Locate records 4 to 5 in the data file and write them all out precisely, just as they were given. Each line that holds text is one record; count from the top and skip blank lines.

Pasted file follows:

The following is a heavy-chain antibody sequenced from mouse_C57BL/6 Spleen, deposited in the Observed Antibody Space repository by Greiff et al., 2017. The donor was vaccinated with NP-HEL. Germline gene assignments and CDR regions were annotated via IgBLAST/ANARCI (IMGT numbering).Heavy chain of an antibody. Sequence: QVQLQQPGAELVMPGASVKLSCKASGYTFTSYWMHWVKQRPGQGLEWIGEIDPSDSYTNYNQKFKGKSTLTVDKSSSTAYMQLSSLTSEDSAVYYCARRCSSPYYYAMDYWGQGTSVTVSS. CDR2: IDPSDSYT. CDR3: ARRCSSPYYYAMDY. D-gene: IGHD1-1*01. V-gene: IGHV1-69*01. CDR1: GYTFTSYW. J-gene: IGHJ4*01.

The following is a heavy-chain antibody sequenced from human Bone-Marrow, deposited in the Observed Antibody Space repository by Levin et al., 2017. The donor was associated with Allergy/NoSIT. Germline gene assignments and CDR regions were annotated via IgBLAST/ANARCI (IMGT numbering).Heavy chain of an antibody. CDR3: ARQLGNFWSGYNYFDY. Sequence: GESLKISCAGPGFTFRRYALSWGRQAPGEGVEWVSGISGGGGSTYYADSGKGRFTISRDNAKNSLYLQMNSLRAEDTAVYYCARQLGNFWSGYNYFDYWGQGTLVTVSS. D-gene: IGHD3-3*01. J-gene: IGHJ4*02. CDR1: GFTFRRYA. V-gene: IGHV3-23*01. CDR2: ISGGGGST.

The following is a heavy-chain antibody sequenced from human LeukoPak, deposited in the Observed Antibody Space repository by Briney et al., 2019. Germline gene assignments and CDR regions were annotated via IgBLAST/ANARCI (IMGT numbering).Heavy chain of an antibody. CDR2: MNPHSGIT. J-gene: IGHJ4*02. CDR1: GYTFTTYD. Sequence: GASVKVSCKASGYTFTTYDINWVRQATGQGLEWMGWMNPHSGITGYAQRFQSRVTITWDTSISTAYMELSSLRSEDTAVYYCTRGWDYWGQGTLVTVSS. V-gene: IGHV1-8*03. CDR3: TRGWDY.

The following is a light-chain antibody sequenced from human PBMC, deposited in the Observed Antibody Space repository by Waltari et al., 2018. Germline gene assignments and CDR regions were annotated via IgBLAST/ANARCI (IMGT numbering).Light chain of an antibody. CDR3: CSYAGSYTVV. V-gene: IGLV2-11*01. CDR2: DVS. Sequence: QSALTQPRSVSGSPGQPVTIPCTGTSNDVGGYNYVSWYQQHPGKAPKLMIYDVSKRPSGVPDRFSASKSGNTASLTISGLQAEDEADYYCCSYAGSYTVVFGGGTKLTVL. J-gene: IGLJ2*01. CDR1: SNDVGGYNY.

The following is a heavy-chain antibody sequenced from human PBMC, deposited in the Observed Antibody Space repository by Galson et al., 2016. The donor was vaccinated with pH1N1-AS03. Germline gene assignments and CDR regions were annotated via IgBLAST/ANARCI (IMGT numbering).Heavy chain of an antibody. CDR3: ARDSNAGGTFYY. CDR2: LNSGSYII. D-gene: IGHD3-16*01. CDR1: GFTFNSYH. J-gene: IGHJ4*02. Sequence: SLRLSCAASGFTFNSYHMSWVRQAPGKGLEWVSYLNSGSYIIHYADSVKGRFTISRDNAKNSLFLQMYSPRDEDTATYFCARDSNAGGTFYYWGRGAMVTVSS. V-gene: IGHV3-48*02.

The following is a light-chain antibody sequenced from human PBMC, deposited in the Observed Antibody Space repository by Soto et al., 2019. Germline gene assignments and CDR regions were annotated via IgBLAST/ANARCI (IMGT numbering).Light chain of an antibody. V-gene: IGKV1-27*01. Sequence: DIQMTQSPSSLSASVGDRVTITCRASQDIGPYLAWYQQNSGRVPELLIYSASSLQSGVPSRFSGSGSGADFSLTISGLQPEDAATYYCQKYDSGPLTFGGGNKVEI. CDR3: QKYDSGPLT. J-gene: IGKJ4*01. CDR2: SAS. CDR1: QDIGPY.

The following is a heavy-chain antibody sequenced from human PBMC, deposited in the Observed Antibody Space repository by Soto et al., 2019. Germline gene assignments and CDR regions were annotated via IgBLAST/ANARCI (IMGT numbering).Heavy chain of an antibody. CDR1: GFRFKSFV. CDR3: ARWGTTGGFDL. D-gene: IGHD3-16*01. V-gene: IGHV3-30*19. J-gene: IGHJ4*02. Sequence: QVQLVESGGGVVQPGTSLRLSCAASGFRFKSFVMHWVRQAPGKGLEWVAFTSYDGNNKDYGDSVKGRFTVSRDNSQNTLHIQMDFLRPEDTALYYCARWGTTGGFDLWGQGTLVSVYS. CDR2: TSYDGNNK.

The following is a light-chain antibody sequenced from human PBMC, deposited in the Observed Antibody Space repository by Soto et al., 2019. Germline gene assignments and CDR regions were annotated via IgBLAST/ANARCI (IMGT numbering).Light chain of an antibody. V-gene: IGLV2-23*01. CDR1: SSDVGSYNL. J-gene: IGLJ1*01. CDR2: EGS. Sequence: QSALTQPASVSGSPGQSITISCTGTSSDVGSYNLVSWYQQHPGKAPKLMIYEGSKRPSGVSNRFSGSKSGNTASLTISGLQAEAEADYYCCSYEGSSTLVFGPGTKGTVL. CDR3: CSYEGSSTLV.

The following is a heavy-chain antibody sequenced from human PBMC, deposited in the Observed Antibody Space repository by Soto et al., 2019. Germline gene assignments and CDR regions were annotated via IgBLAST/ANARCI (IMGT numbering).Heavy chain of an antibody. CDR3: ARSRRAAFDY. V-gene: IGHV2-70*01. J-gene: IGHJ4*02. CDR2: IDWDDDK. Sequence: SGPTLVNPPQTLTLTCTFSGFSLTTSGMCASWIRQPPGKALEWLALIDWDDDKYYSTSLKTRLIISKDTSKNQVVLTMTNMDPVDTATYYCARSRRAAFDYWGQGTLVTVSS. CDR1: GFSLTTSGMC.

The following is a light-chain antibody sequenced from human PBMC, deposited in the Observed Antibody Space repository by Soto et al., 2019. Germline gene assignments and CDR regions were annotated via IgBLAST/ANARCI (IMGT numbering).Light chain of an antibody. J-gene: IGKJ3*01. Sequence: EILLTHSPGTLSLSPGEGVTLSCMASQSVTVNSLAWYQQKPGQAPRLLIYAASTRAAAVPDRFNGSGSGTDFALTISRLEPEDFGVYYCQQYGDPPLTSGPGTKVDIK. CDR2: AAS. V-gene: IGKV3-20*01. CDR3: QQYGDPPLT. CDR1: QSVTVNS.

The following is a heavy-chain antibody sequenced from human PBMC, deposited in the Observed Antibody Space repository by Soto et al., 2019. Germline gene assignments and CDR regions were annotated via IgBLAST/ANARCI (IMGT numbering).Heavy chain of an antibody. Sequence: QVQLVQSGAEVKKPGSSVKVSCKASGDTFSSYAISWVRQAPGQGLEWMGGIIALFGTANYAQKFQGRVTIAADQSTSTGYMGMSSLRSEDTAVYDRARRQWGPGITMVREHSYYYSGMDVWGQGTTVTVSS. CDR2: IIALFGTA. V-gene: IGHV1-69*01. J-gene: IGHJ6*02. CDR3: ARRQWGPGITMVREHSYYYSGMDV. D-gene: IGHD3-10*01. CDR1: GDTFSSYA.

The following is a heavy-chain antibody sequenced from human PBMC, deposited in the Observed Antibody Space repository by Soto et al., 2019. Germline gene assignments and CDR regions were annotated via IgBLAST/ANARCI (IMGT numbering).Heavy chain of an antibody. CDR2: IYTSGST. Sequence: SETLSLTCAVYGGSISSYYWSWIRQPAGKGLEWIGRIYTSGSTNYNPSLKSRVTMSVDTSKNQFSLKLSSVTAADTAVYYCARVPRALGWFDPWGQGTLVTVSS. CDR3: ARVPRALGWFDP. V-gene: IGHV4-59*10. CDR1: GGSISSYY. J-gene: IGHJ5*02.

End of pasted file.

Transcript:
The following is a light-chain antibody sequenced from human PBMC, deposited in the Observed Antibody Space repository by Waltari et al., 2018. Germline gene assignments and CDR regions were annotated via IgBLAST/ANARCI (IMGT numbering).Light chain of an antibody. CDR3: CSYAGSYTVV. V-gene: IGLV2-11*01. CDR2: DVS. Sequence: QSALTQPRSVSGSPGQPVTIPCTGTSNDVGGYNYVSWYQQHPGKAPKLMIYDVSKRPSGVPDRFSASKSGNTASLTISGLQAEDEADYYCCSYAGSYTVVFGGGTKLTVL. J-gene: IGLJ2*01. CDR1: SNDVGGYNY.

The following is a heavy-chain antibody sequenced from human PBMC, deposited in the Observed Antibody Space repository by Galson et al., 2016. The donor was vaccinated with pH1N1-AS03. Germline gene assignments and CDR regions were annotated via IgBLAST/ANARCI (IMGT numbering).Heavy chain of an antibody. CDR3: ARDSNAGGTFYY. CDR2: LNSGSYII. D-gene: IGHD3-16*01. CDR1: GFTFNSYH. J-gene: IGHJ4*02. Sequence: SLRLSCAASGFTFNSYHMSWVRQAPGKGLEWVSYLNSGSYIIHYADSVKGRFTISRDNAKNSLFLQMYSPRDEDTATYFCARDSNAGGTFYYWGRGAMVTVSS. V-gene: IGHV3-48*02.